Make communication a priority during meetings

It’s not surprising that many of us have left a meeting in awkward silence, not knowing exactly what just happened. One report cites that 46% of attendees leave meetings without a clear understanding of the next action item, leaving them feeling uncertain and unimportant. In the workplace, employees should never feel afraid to speak up. They should know that their ideas and comments are valued. To establish a psychologically safe environment, team leaders should welcome questions and comments so important conversations can be had. 

Schedule regular feedback sessions

Developing a skilled workforce should entail providing employees with constructive criticism. Feedback drives confidence and encourages innovation by allowing employees to learn from their mistakes. Whether it’s scheduling one-on-ones between leaders and team members or setting up team-wide feedback rounds, make it known that your organization encourages positive, corrective criticism that leads to solutions.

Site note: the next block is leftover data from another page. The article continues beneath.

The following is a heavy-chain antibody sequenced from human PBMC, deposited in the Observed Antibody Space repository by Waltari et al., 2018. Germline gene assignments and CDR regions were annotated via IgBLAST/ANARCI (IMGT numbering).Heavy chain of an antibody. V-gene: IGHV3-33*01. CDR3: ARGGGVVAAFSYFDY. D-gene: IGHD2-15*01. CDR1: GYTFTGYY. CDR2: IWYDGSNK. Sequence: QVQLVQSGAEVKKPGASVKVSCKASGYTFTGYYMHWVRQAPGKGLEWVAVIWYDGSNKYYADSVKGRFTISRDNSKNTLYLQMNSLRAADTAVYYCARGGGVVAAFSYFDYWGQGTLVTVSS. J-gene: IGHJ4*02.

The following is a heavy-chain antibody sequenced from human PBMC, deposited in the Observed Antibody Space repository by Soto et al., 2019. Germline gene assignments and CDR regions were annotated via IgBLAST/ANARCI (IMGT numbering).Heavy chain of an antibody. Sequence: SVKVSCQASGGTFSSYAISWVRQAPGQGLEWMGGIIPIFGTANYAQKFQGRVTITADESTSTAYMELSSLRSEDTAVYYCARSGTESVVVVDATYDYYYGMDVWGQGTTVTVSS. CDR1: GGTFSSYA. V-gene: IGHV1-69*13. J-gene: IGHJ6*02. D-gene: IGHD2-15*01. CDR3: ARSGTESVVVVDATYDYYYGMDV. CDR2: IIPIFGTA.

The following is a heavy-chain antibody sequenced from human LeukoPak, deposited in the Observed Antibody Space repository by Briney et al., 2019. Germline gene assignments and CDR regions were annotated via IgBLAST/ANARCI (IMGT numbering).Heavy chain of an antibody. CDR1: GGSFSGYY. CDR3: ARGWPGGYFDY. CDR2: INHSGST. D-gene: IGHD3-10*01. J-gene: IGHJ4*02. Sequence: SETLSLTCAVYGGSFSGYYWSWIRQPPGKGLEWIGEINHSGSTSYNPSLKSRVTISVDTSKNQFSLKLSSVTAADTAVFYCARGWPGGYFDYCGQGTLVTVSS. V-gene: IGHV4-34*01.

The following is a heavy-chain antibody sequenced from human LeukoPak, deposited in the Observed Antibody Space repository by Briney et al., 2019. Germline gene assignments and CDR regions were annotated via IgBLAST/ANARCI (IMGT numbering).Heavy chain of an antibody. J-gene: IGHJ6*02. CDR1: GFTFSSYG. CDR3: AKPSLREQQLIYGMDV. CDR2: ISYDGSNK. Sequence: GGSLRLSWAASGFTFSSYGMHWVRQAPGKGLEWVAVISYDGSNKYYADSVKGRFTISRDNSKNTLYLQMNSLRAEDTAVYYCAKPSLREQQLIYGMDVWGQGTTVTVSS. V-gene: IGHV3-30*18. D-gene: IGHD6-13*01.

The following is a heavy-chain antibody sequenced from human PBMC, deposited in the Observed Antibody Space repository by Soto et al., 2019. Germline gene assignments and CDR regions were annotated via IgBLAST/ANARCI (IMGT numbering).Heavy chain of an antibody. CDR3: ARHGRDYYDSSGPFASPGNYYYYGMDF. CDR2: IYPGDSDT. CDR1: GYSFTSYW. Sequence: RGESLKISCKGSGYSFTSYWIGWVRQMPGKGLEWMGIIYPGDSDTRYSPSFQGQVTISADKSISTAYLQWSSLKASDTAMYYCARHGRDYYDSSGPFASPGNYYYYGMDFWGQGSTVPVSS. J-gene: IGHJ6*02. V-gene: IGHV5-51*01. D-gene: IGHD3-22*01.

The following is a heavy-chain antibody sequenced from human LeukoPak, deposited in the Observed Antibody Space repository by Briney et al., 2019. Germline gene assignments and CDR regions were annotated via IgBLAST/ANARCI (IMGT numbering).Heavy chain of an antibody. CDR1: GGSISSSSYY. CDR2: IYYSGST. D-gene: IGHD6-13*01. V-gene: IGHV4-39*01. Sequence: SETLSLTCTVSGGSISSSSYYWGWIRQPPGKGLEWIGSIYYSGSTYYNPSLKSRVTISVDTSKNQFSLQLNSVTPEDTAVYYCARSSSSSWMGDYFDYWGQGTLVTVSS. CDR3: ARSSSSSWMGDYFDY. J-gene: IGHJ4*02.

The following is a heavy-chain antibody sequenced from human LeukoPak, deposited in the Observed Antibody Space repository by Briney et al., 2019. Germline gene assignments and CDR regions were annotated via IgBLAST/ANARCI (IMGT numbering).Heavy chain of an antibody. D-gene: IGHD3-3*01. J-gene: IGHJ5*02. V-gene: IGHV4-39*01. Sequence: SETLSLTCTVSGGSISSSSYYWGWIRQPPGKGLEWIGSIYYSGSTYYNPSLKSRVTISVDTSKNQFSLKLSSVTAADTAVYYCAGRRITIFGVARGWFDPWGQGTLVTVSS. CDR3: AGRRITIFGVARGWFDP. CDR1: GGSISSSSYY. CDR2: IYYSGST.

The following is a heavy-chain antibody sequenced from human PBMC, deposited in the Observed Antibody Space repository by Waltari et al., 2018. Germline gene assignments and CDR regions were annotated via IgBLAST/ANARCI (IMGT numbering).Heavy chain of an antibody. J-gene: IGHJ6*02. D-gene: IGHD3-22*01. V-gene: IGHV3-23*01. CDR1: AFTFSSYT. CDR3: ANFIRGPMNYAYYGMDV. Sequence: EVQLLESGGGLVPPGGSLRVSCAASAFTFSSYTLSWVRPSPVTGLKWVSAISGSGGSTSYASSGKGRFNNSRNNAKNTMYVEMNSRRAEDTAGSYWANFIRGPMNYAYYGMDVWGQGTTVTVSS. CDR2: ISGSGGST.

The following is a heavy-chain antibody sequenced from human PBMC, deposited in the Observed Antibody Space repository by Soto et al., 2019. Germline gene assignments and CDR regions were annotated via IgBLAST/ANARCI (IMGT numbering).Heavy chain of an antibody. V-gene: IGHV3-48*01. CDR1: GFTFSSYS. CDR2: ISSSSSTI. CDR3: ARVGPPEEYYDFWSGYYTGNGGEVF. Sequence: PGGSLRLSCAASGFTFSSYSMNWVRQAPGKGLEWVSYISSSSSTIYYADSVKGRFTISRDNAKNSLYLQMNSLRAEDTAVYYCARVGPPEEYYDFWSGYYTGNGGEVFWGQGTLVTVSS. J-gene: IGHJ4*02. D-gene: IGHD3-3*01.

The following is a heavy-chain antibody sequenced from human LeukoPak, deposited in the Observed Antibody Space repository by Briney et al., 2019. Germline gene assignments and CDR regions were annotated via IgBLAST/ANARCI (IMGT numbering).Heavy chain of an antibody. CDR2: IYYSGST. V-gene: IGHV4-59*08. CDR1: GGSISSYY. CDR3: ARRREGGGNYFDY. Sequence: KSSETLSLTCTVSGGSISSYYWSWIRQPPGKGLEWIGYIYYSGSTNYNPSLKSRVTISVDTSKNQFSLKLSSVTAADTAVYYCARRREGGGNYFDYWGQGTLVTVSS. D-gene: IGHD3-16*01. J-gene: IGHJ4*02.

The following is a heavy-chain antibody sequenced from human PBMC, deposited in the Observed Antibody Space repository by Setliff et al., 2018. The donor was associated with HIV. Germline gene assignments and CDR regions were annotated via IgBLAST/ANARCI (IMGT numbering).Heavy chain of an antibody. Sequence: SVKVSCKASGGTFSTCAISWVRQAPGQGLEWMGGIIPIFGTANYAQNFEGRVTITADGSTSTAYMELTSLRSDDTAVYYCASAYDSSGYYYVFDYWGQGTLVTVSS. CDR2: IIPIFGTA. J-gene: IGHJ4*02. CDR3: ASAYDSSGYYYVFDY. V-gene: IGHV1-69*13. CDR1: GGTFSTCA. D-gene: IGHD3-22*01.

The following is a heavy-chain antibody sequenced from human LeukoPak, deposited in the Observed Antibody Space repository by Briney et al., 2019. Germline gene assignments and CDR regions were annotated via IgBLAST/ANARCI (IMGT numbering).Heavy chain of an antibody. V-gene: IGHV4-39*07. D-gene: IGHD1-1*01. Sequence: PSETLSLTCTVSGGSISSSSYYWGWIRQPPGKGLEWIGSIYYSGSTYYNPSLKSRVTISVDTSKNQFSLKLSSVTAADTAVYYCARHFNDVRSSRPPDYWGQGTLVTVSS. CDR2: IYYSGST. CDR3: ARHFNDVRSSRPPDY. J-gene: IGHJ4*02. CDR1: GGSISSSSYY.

Provide convenient soft skills training opportunities

Unlike hard skills, which may require training in a classroom environment, Blue Ocean Brain offers soft skills microlearning delivered straight to your employees’ computers. The lessons offer real-life scenarios for improving people skills, in bite-sized sessions that employees can fit into their workday. These lessons improve decision-making, inspire creativity, boost inclusion and well-being, and encourage big-picture thinking, and we’re certain you will be pleased with the results.

To get started, click here to schedule a consultation with one of our learning experts today.